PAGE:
10 Cultural Differences – USA & Europe Part I 15


american in europeThis post is for fun and to simply share cultural differences/ways of living I noticed when I first came to Vienna, comparing it to what I have been used to in the US in an educational way.  Maybe you will learn something new and realize something about yourself or your culture. Enjoy this post!

For more information on Austrian culture, check out: Customs and Habits in Austria


1. Paid Sick Leave:  If you are employed and too sick to go to work, in Austria you need to go to the doctor within 2 days and get a confirmation paper (Krankenstand) saying you have been sick in order to get sick-day pay. For me in the states, I could call in sick, and only if I was sick for many days I needed to show proof from a doctor. Living in Vienna, you need confirmation from a medical professional and have to go to the doctors office — even if you’re still sick, you got to get up and go (unless you are extremely sick, then you can call a house doctor to visit you).  

So, when I am sick, I go to a walk-in clinic popular with English speakers on the second, and I always make sure I get there 15 minutes before the clinic opens to get a good spot (because many people can be waiting in line to see the doc).  When you’re at the clinic, make sure you provide your insurance card, and keep your ears open for hearing your last name and the door number (in German) to talk to the general physician.  Check out English-Speaking Doctors from the US Embassy Vienna Website and Doc Finder-Vienna.

2. Excuse Me: In the US, when we bump into someone, we typically say ”sorry.” At the store, when we want to reach in front of someone to grab an item, usually we say ”excuse me” as a warning that we will ”invade” their personal space for a moment. I notice these sayings and gestures are not so common here, and I personally have been told there is no need to apologize when a person bumps into me (because automatically I say ”sorry” even if I didn’t bump into them!).

vienna, austria, american in europe3. Coffee & Water: Growing up in the states and going out for brunch, coffee would be served in a large mug and if you want water, you order it seperatly.  In Vienna I like how the server brings water with your coffee, and I think it’s to help you stay hydrated from the dehydrating effects of the caffeinated drink.  In Italy, it is customary to drink your water before you drink espresso, otherwise it is seen as rude.

4. Closed on Sundays: We Americans have been spoiled with conveniences: Stores, restaurants, shops and cafes usually are open every day, into late hours of the night. Then you have super store Walmart open 24/7, so you can purchase that cookie dough ice-cream at 2am with no problem.  Having such places closed in Vienna on Sunday can cause an American to have a panic attack — and joking aside, is one of the most common complaints Americans (and perhaps other expats) have about Vienna.

Sunday is literally taken as a rest day in this city, so your best bet is to get all your major shopping done by Saturday.  In certain apartment buildings, you can’t even use the washing machine or make loud noise on this day, so what you just gotta do in Vienna is to get use to it — plan ahead, make sure you have your groceries and stuff ready for Sonntag and if worst comes to worse, you can go to the select few grocery stores at train stations, (brace yourself for long lines), Turkish markets, or pharmacies open on Sunday if need be.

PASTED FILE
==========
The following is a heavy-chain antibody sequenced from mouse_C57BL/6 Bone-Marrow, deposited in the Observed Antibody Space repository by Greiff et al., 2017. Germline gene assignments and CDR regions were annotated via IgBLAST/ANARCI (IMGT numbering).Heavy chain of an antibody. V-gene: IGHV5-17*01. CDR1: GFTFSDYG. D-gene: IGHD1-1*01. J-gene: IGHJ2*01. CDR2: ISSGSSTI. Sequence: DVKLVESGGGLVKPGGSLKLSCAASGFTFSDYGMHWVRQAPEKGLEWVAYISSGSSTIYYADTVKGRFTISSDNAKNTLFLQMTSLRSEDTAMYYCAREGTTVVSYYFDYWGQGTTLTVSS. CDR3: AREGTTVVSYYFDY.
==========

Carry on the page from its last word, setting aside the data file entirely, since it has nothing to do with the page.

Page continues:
5. Did Someone Say Goat Milk? Yep — goat milk, sheep milk, sheep cheese, spelt flour, etc are very common in Vienna’s grocery stores.  I find this really cool that there is much more than typical cow-milk products available because in the US, usually one has to purchase uncommon products in a health food store.  In addition, there are much more lactose-free options in Vienna in cafes and restaurants now– allowing milk for your coffee to be easily substituted with a dairy-free option.

IMG_03036. Typical Baking Products Not So Typical in Austria: Vanilla extract. Brown sugar. Baking soda. Chocolate chips. Such little things needed to make those famous chocolate chip cookies end up being a burden for an American to find in Vienna.  Usually one has to go to an exotic food market, gourmet shop, or international store, as these items are not found in normal grocery stores. You can also be lazy and ask your mom to ship you these products, but they’re going to be more expensive than the transportation ticket you need to travel and purchase the products yourself in the city.

 

7. Alcohol is Much More Accepted : Laws in Vienna say you can drink alcohol in public starting from age 18, compared to the age of 21 in the US.  In some places in Austria, you can be 16 years old to purchase beer or wine (no hard liquor) with ID.  This is definitely a huge cultural difference between USA and Austria, and perhaps an exciting one for young college students visiting the European country.

On Mariahilferstrasse, a popular shopping street in Vienna, when a new store is opened, it is common to see a table stand with champagne glasses for visitors to consume during the grand opening.  Public events highlighting the celebration of something also serve free alcohol. In my personal life, school events such as parent evenings offer wine, a definite difference to what I have been use to in the states where parent evenings provided water and juice.  So to me, alcohol is much more open, accepted and consumed in Austria than the US.